Review: Jennifer Lopez's 'Hustlers' is so good, it almost makes up for 'Showgirls'
Based on a 2015 magazine article about strippers fleecing their wealthy Wall Street clientele, writer/director Lorene Scafaria’s gratifying comedy/drama (★★★½ out of four; rated R; in theaters nationwide Friday) is so good it almost makes up for “Showgirls,” “Striptease” and “Burlesque.” “Hustlers” is empathetic and understanding in the way it looks at sex workers as also single moms and women just trying to get by in a world where the rich seemingly only get richer. It also works as an enjoyable, empowering extravaganza of physical humor, clever script writing, exquisite fashion and scantily clad underdogs.
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The film centers on Destiny (Constance Wu) in 2007, when she’s a rookie exotic dancer, and also seven years later as she recounts her involvement in some shady escapades to a wide-eyed journalist (Julia Stiles). The woman really running the show is Ramona (Lopez), though, a force of nature in fur who takes Destiny under her wing, teaches her the ins and outs of pole dancing, and imparts know-how to tease extra tips from customers.
Both Destiny and Ramona want to make money and take care of their families, so when the 2008 financial crisis hits, the glory days go away, too. To make ends meet, they form a corporation of sorts with co-workers Annabelle (Lili Reinhart) and Mercedes (Keke Palmer). At first they just get their marks drunk and snag a few thousand here and there, but the women grow more ambitious and reckless with their schemes, turning to chemical cocktails so they can max out credit cards while the dudes look like they’re extras on “Weekend at Bernie’s.”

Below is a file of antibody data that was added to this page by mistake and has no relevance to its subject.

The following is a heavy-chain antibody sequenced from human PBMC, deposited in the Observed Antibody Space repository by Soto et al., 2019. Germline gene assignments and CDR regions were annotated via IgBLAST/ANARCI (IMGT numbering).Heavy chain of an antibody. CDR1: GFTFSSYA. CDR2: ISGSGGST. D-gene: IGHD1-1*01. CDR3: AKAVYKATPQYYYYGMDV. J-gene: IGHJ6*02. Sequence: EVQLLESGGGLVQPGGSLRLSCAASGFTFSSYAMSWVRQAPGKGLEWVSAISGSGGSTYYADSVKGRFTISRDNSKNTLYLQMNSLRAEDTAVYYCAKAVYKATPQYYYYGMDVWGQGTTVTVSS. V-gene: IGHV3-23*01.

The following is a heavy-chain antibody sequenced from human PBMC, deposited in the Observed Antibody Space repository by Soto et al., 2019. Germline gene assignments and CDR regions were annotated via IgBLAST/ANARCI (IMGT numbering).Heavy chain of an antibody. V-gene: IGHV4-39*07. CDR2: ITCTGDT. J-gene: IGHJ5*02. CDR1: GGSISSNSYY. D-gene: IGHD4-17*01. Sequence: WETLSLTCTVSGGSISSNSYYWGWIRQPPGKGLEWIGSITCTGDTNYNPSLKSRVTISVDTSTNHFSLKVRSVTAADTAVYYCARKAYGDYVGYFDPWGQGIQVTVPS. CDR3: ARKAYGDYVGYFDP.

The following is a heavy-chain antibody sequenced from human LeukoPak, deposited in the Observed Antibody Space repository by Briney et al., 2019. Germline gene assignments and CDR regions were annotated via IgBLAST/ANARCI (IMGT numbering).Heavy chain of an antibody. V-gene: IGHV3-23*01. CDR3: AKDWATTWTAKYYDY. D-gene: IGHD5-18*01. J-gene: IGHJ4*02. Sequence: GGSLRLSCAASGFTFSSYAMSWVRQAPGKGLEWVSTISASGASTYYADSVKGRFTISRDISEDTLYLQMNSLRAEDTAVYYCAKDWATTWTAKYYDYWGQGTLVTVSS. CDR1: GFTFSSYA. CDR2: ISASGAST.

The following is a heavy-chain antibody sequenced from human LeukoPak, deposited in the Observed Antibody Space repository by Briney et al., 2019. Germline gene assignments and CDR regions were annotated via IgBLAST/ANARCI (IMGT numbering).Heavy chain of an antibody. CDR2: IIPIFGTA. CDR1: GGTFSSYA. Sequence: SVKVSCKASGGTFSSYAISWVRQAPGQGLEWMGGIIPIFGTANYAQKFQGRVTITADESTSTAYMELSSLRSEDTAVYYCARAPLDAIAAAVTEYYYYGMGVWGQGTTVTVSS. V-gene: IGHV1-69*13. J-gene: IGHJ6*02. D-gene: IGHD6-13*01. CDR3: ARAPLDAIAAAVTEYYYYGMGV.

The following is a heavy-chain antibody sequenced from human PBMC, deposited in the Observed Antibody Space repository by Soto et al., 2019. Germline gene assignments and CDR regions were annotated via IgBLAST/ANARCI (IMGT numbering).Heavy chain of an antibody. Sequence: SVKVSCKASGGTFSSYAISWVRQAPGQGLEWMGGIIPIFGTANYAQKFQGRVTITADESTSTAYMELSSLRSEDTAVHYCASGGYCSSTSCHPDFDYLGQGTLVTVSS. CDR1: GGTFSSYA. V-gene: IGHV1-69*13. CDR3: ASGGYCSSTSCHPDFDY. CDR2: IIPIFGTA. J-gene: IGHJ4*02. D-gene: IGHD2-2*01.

Lopez is obviously a multi-hyphenate star, but she goes supernova here in her best cinematic showing since 1998’s “Out of Sight.” With Ramona, she creates a character very much into sisterhood and family, with enough instances of greed and questionable decision-making where her cryptic allegiances form an extra undercurrent of drama. And there’s the fact she’s just a showstopper and still a Fly Girl: Lopez has a pole-dancing routine set to Fiona Apple’s “Criminal” that’s simply phenomenal and positively gravity-defying.
Lopez sparks off Wu, her onscreen partner in crime, and their close friendship (followed by the cracks that form within) grounds the movie. Other big names show up fleetingly, although they make the most of their time, including Cardi B as the club’s resident lap-dance expert, Lizzo playing the flute and even Usher preening for a quick cameo.
With “Hustlers” being ostensibly the “Avengers” and "Star Wars" of stripper movies, Scafaria juggles a large cast well and still keeps the momentum humming along. It’s a big shift from Scafaria’s last project, underrated heartwarmer “The Meddler,” yet she balances the joyous fun with the larger moral questions at play. Even though the men (with a few exceptions) are mostly one-dimensional creeps, the women wrestle with the consequences of what they’re doing, with some feeling guilty and others sticking it to The Man, collectively speaking.
“Hustlers” lays bare the hopes and dreams of women bonded through stilettos and dollar bills, without ever stripping away the movie’s wilder side.